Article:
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Peter Maxwell Davies: Strathclyde Concertos No. 9, Op. 170, & No. 10, Op. 179 – Carolísima, Op. 168
David Nicolson (piccolo), Elisabeth Dooner (alto flute), Maurice Checker (cor anglais), Josef Pacewicz (E-flat clarinet), Ruth Ellis (bass clarinet), Alison Green (contrabassoon), Scottish Chamber Orchestra, Peter Maxwell Davies (conductor)
Recorded at City Hall, Glasgow (November 23 & 24, 1996) – 77’01
Naxos 8.572356 – Notes in English

As Richard Taruskin recounts in his Music of the Late Twentieth Century (the fifth and final volume of his Oxford History of Western Music), Sir Peter Maxwell Davies allied himself with the avant garde of the sixties, but then turned his back on the movement, becoming a British regionalist figure, living in the Orkney Islands and composing works in an accessible style. While Taruskin hears influence from Sibelius, the works on this disc seem to be more post-Debussy than anything else.

The first item is Strathclyde Concerto No. 9, composed in 1994, for six woodwind players and strings. The name of the piece refers to the Strathclyde regional government (greater Glasgow, Scotland) who commissioned a varied series of works as part of an educational program. Each concerto features a different instrument or group, thus the unusual group of winds in this piece. The work is in one movement with linked moderato-allegro-lentissimo sections. The plaintive opening features high- and low-lying juxtapositions, such as piccolo and contrabassoon, the latter coming across as a melodic foghorn. The composer was inspired “by the infinite variety of shading within the winter greys of (his) Orkney home”. The piece certainly evokes bleakness, and dwindles to a plaintive ending.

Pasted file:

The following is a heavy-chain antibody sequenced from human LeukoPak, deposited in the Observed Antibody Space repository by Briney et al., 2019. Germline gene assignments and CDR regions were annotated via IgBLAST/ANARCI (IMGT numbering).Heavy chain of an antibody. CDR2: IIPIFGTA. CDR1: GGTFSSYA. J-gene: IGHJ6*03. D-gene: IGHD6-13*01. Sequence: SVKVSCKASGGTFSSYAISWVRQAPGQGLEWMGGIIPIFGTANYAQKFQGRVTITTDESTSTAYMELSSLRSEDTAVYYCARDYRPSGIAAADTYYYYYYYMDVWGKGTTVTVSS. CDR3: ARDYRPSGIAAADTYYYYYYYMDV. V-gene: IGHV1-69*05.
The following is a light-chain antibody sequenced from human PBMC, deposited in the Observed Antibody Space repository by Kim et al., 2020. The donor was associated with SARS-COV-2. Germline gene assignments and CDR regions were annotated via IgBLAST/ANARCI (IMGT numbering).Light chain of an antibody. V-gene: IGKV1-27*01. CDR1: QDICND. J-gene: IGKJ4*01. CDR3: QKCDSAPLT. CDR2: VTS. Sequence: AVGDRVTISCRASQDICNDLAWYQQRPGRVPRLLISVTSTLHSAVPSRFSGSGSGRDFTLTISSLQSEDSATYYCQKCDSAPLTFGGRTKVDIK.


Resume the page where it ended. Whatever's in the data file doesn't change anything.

The Strathclyde Concerto No. 10, composed in 1996, wrapped up the series. It is termed a “concerto for orchestra”, as it has sections that play off various parts of the orchestra against the rest. If anything, it is even more evocative of moody Scottish light and atmosphere than No. 9. The opening Allegro non troppo is much more non troppo than allegro; it evokes loneliness with subdued colours that briefly glint and shimmer. The Lento movement is lingering and minimal, with washes of sound; it achieves tension toward the end. The finale, a Moderato, evokes sunlight on waves; after some leaps and bounds it dies away.

The third work on the disc, Carolísima (from 1994) has a lot of charm, as does the story behind its creation. It was commissioned as a birthday gift by a man for his wife, Carol (thus the title); her birthday was in a hotel venue large enough to contain the smuggled-in orchestra. The man wanted the piece to contain at least two hummable tunes (there are three) as well as something to dance to. It sounds very Scottish with use of the “Scotch snap” and a pentatonic stretch; Maxwell Davies also included references to a favourite composer of the dedicatee, Aaron Copland. It has both jaunty and moody moments, and ends on a pensive note.

If someone had commissioned this for my birthday I would have been very happy, but would not have minded a livelier finish.

One problem with repertory like this is that is for chamber orchestra - i.e., not a full symphony and not small chamber ensemble like a quartet, etc. Big orchestras do downsize on occasion for certain repertory, mainly from the classical era. And while there are many small orchestras dedicated to the 18th century and earlier, more recent works don’t have the multiplicity of ready showcases that both larger- and smaller- scale works have. A recording such as this - which one can assume to be definitive as it is conducted by the composer with the musicians for whom the works were specifically composed - can help inspire the live performances they deserve.

This recording was released on Collins Classics in 1996. Each work has much of interest but there is not much contrast between them. Thus it is a recording to savour piece-by-piece, not as an program or entity in itself.

Michael Johnson




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